•Baseball slugger Barry Bonds was found guilty by a San Francisco jury in April of obstructing justice by giving an evasive answer to a grand jury looking into doping allegations. He may be retried on a more serious perjury charge.
•Roger Clemens, the seven-time Cy Young Award-winning pitcher, was also standing trial for statements he gave about doping – in his case, for allegedly lying to Congress by denying the use of steroids, despite a mountain of evidence against him. But on July 14, the judge in the case declared a mistrial. He set a Sept. 2 hearing to discuss where the case goes next, if anywhere.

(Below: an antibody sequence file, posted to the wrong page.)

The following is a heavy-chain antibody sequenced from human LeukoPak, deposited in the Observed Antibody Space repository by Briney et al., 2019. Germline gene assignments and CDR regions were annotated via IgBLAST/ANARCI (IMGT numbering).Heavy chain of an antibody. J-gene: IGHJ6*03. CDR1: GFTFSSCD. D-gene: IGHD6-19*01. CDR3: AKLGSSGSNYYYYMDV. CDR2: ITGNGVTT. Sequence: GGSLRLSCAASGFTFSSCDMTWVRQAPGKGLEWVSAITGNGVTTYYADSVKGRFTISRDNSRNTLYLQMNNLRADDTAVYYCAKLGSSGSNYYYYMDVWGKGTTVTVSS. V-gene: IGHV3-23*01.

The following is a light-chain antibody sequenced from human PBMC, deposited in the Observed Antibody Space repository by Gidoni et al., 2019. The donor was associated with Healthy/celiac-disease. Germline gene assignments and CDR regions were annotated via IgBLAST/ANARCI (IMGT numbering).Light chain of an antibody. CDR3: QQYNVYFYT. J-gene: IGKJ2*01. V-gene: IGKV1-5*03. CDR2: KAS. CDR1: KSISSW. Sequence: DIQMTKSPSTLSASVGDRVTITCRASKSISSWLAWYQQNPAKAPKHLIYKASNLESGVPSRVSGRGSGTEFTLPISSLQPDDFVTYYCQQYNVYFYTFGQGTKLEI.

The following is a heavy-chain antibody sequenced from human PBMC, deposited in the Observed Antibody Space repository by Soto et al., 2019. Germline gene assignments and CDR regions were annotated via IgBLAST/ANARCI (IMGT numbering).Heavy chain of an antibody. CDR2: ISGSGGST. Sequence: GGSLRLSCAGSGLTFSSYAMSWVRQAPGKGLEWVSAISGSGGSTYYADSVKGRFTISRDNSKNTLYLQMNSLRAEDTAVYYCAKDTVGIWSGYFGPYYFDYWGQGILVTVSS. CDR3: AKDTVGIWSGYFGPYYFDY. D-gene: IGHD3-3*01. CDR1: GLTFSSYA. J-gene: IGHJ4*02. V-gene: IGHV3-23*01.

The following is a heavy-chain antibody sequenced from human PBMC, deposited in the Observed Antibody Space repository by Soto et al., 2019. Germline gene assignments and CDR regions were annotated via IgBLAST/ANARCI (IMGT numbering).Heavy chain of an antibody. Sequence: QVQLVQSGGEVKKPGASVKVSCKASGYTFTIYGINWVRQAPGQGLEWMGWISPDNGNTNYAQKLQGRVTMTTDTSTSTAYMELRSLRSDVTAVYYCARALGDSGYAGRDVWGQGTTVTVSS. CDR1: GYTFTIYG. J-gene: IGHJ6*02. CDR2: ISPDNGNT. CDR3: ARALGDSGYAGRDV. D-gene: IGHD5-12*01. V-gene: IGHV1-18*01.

Ethicists say there is, in some cases, moral justification for not quite living up to George Washington's "I cannot tell a lie" maxim. But the recent spate of lying scandals nevertheless hints at a deeper problem, some say: that serious lies and outright cheating have gotten so pervasive – or at least so well publicized – that they no longer register for many as a moral failing. Yet the justice system, the political system, and even democracy itself can't function if they're built on a foundation of fibs, insist legal experts, ethicists, and others.